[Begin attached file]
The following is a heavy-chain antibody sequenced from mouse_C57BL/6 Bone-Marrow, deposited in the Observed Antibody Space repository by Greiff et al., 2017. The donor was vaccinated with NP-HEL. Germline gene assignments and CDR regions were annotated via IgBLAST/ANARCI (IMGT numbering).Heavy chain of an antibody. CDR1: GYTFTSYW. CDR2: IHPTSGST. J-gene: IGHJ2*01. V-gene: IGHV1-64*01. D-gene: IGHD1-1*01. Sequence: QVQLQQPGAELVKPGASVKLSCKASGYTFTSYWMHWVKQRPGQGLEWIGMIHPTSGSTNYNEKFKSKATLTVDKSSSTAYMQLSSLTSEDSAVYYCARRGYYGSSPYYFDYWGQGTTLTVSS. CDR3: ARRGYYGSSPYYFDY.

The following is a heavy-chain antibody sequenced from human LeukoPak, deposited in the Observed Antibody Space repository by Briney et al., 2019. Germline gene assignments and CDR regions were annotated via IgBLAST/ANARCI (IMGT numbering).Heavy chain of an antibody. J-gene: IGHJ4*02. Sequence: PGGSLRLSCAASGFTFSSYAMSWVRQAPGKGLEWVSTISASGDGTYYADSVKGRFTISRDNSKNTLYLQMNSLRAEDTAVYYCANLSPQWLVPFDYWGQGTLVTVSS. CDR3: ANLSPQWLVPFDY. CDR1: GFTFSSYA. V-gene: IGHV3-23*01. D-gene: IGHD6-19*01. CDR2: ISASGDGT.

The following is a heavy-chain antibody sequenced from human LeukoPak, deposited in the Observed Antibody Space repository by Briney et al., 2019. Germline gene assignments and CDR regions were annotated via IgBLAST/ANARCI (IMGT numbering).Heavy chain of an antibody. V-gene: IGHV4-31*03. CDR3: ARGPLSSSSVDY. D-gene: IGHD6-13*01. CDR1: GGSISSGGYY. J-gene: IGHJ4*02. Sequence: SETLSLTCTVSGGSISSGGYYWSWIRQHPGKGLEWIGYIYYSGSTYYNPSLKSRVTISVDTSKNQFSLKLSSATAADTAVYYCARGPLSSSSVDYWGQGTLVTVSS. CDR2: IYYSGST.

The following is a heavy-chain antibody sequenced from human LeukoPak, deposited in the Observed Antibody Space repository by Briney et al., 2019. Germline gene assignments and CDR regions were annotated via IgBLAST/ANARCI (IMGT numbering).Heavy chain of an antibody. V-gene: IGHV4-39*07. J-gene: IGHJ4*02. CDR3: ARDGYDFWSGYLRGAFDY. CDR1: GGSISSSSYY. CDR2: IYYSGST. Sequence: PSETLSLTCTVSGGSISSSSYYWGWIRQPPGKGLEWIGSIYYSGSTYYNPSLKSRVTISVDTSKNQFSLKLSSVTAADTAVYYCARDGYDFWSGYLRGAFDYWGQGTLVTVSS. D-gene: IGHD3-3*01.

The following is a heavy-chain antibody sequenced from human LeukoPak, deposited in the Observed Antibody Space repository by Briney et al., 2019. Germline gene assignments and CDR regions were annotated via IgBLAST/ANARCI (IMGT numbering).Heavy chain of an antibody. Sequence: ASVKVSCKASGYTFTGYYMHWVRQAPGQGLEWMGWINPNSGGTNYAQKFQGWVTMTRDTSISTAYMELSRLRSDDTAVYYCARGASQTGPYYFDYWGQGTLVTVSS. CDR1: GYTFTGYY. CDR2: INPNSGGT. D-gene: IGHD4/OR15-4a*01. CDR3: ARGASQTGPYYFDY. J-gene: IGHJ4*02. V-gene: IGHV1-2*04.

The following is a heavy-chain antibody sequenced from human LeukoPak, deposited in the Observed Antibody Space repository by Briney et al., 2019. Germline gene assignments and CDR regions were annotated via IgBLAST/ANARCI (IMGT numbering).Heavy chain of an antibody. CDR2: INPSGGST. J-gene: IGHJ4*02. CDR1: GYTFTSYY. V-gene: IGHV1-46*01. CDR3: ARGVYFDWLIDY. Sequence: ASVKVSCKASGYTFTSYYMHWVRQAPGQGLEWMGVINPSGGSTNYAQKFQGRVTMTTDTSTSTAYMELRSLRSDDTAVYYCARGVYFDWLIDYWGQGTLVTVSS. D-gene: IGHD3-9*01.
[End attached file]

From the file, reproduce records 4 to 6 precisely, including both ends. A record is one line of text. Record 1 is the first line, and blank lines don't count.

The following is a heavy-chain antibody sequenced from human LeukoPak, deposited in the Observed Antibody Space repository by Briney et al., 2019. Germline gene assignments and CDR regions were annotated via IgBLAST/ANARCI (IMGT numbering).Heavy chain of an antibody. V-gene: IGHV4-39*07. J-gene: IGHJ4*02. CDR3: ARDGYDFWSGYLRGAFDY. CDR1: GGSISSSSYY. CDR2: IYYSGST. Sequence: PSETLSLTCTVSGGSISSSSYYWGWIRQPPGKGLEWIGSIYYSGSTYYNPSLKSRVTISVDTSKNQFSLKLSSVTAADTAVYYCARDGYDFWSGYLRGAFDYWGQGTLVTVSS. D-gene: IGHD3-3*01.

The following is a heavy-chain antibody sequenced from human LeukoPak, deposited in the Observed Antibody Space repository by Briney et al., 2019. Germline gene assignments and CDR regions were annotated via IgBLAST/ANARCI (IMGT numbering).Heavy chain of an antibody. Sequence: ASVKVSCKASGYTFTGYYMHWVRQAPGQGLEWMGWINPNSGGTNYAQKFQGWVTMTRDTSISTAYMELSRLRSDDTAVYYCARGASQTGPYYFDYWGQGTLVTVSS. CDR1: GYTFTGYY. CDR2: INPNSGGT. D-gene: IGHD4/OR15-4a*01. CDR3: ARGASQTGPYYFDY. J-gene: IGHJ4*02. V-gene: IGHV1-2*04.

The following is a heavy-chain antibody sequenced from human LeukoPak, deposited in the Observed Antibody Space repository by Briney et al., 2019. Germline gene assignments and CDR regions were annotated via IgBLAST/ANARCI (IMGT numbering).Heavy chain of an antibody. CDR2: INPSGGST. J-gene: IGHJ4*02. CDR1: GYTFTSYY. V-gene: IGHV1-46*01. CDR3: ARGVYFDWLIDY. Sequence: ASVKVSCKASGYTFTSYYMHWVRQAPGQGLEWMGVINPSGGSTNYAQKFQGRVTMTTDTSTSTAYMELRSLRSDDTAVYYCARGVYFDWLIDYWGQGTLVTVSS. D-gene: IGHD3-9*01.